Why a minimal viable product should also be lovable

05 September 2019 Consultancy.uk

In order to compete in today’s market, products and services must not only be useful, but lovable. Rachel Armstrong, a partner at Globant’s Consulting Studio, explains.

Customers today are demanding. They expect the same frictionless, seamless experience from every company they interact with, whether it’s their local supermarket or Amazon. More often than not, shoppers develop deep emotional connections with the products, services and brands that not only meet their needs, but delight them by going above and beyond. A Harvard Business Review study found that emotionally connected customers are 52% more valuable to brands than customers who are just “highly satisfied.”

Nowadays, products and services must not only be useful, but lovable. However, too often, an organisation’s first release of a new product, service or feature to the public includes none of the experiences customers love. Standard practice is to build, test and refine a minimum viable product (MVP) internally, only bringing in customers to test an alpha release with basic functionality. 

If the new concept isn’t lovable, an organisation won’t find out until late in the process. In addition, an MVP that hasn’t been optimised for customer engagement may not have enough uptake to yield useful data and insights as an alpha. Either way, it’s a waste of time and resources for the organisation. 

Why-a-minimal-viable-product-should-also-be-lovable

Organisations can avoid these pitfalls by changing the development process. By incorporating customer validation and feedback from the beginning, companies then build not an MVP but an MLP: a minimum lovable product. In the short term, this approach de-risks the alpha release by ensuring it includes not only essential pieces of functionality, but also the experiences that customers love and come back for. In the long term, the MLP increases the likelihood of a successful launch and also accelerates digital maturity.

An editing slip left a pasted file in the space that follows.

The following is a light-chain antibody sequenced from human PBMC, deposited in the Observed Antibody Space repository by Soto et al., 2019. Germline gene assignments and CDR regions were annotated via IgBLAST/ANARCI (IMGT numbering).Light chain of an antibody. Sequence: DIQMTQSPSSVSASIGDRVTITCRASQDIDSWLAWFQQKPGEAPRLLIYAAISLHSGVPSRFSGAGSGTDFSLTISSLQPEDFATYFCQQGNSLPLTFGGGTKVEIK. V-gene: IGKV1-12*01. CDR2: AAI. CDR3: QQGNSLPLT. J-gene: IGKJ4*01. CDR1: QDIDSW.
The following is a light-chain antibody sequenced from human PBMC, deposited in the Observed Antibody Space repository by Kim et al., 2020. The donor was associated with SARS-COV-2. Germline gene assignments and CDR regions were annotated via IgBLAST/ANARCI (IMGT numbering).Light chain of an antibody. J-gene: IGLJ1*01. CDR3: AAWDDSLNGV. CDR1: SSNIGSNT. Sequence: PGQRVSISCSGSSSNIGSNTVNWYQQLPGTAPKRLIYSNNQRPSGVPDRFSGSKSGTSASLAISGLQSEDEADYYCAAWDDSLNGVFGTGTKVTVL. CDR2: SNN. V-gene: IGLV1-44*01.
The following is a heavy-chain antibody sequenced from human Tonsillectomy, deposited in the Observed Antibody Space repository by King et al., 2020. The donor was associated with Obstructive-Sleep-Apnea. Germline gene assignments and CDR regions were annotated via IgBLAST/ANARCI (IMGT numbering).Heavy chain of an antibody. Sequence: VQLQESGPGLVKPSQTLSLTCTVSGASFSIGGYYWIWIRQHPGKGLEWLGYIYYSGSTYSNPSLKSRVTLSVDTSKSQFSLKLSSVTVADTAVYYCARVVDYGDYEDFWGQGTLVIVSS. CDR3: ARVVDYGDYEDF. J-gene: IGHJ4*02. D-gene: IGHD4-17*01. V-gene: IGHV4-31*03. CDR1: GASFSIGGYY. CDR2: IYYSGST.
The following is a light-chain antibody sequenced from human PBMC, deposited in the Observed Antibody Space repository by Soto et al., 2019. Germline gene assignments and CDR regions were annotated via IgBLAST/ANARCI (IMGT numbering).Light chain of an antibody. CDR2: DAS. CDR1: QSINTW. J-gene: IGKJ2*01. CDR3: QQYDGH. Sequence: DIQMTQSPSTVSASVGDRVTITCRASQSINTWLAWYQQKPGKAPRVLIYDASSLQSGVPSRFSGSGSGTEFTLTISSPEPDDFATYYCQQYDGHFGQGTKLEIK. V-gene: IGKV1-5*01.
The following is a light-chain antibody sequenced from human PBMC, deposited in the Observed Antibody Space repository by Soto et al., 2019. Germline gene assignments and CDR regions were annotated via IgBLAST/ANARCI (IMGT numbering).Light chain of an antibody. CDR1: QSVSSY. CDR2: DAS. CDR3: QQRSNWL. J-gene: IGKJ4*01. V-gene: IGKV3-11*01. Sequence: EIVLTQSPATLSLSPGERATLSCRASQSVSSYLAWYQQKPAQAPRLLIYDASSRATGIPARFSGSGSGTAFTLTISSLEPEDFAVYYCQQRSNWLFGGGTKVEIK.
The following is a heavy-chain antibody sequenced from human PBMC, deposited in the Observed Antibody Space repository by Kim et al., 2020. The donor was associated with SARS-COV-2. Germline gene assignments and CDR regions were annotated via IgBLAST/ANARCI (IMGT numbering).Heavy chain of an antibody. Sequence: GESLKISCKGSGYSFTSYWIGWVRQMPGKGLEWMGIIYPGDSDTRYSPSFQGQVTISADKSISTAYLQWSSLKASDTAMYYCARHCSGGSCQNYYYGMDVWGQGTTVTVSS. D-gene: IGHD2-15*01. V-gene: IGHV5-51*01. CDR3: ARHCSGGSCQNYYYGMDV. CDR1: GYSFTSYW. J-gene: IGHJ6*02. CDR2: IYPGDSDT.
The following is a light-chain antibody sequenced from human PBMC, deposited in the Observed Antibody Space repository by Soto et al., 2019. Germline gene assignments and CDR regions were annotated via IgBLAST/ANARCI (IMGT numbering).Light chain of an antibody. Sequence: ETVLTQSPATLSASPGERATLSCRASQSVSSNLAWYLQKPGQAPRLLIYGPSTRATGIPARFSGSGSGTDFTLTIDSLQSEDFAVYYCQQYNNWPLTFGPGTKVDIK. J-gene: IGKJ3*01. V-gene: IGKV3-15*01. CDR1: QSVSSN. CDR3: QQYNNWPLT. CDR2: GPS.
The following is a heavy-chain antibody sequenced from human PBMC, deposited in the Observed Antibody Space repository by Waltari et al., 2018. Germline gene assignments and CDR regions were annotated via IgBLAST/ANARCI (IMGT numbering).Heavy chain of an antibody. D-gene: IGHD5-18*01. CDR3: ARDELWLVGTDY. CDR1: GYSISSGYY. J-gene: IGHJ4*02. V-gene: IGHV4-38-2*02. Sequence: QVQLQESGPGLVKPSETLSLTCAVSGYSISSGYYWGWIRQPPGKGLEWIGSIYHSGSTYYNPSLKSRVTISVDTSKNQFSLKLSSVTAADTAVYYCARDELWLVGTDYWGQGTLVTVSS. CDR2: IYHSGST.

The success of most products and services relies on word of mouth and recommendations. According to research by Nielsen, 83% of consumers trust recommendations from friends and family, while less than half trust online or mobile advertising. 

By involving customers in the development process early, an organisation that builds an MLP captures and cultivates a group of excited and committed advocates who will expand its customer base over time. The organisation also gets a head start on marketing the product because stakeholders will already understand what makes it appealing to target audiences.

Finally, engaging deeply with customers throughout the MLP process may also yield ideas for new products, services and features that the product team would never have thought of. For example, a shoe company might discover that customers wear its comfortable, casual shoes on the way to work, but change once they reach the office. That insight could inspire designers to create a new style with the same comfortable features but a dressier, more office-appropriate look. 

Counterintuitively, though, some of the most important benefits of an MLP are internal to the organisation. By encouraging direct engagement with end customers, the MLP process can spur digital transformation as stakeholders come to understand how change is necessary to serve evolving customer needs. 

For example, customers might indicate that they’re frustrated when different departments in the company don’t communicate with each other, forcing them to repeat the same information in calls with customer service, tech support and sales. This could trigger the organisation to move forward with a digital integration initiative that had been deprioritised or put off. For both executives and employees, MLPs can offer the behavioural nudge required to rethink how they work and how they run their businesses.

“By incorporating customer validation and feedback from the beginning, companies then build not an MVP but an MLP. In the long term, the MLP increases the likelihood of a successful launch.”